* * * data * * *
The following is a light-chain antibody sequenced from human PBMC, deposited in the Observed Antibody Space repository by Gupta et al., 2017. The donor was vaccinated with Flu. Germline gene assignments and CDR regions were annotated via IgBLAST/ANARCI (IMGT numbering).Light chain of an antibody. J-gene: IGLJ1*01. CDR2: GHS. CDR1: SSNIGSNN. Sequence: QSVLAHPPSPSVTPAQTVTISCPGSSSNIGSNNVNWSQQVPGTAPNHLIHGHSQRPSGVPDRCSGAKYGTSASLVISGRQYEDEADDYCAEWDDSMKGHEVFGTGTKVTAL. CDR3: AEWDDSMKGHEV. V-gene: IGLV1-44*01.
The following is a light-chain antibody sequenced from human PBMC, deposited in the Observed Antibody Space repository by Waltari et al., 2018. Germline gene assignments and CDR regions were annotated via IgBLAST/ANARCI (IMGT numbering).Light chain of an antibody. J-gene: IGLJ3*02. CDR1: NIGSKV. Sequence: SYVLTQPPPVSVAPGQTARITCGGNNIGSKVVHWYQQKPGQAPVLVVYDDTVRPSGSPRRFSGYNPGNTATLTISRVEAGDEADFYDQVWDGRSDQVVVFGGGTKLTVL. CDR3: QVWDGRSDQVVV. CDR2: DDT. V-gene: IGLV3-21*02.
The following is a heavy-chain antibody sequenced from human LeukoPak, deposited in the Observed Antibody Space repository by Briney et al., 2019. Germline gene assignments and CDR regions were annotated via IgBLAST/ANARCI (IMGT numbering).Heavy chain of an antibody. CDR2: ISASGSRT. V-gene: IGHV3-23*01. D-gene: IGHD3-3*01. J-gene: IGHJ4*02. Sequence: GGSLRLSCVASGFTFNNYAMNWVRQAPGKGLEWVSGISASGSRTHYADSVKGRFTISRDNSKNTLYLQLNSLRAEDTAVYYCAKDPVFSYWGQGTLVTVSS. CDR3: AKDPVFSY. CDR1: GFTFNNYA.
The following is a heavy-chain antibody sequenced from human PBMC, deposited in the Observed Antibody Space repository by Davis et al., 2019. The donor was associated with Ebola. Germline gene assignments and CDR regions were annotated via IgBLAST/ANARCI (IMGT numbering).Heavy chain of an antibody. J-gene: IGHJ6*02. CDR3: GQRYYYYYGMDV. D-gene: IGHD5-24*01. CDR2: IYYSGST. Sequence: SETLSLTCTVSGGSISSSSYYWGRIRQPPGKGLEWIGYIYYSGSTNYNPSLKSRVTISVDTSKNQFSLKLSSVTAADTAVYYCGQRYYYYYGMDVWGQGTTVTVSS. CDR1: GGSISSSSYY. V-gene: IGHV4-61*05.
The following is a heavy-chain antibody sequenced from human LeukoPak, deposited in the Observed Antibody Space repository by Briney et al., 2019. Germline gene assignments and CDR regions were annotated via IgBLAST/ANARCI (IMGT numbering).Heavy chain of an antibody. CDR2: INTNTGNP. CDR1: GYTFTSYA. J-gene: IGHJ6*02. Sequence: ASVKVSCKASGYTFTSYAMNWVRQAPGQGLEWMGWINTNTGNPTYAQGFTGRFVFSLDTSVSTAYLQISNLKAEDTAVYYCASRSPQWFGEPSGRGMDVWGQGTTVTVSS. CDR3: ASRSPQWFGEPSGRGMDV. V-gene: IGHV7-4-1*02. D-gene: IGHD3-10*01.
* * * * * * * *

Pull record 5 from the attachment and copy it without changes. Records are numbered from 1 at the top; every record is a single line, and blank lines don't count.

The following is a heavy-chain antibody sequenced from human LeukoPak, deposited in the Observed Antibody Space repository by Briney et al., 2019. Germline gene assignments and CDR regions were annotated via IgBLAST/ANARCI (IMGT numbering).Heavy chain of an antibody. CDR2: INTNTGNP. CDR1: GYTFTSYA. J-gene: IGHJ6*02. Sequence: ASVKVSCKASGYTFTSYAMNWVRQAPGQGLEWMGWINTNTGNPTYAQGFTGRFVFSLDTSVSTAYLQISNLKAEDTAVYYCASRSPQWFGEPSGRGMDVWGQGTTVTVSS. CDR3: ASRSPQWFGEPSGRGMDV. V-gene: IGHV7-4-1*02. D-gene: IGHD3-10*01.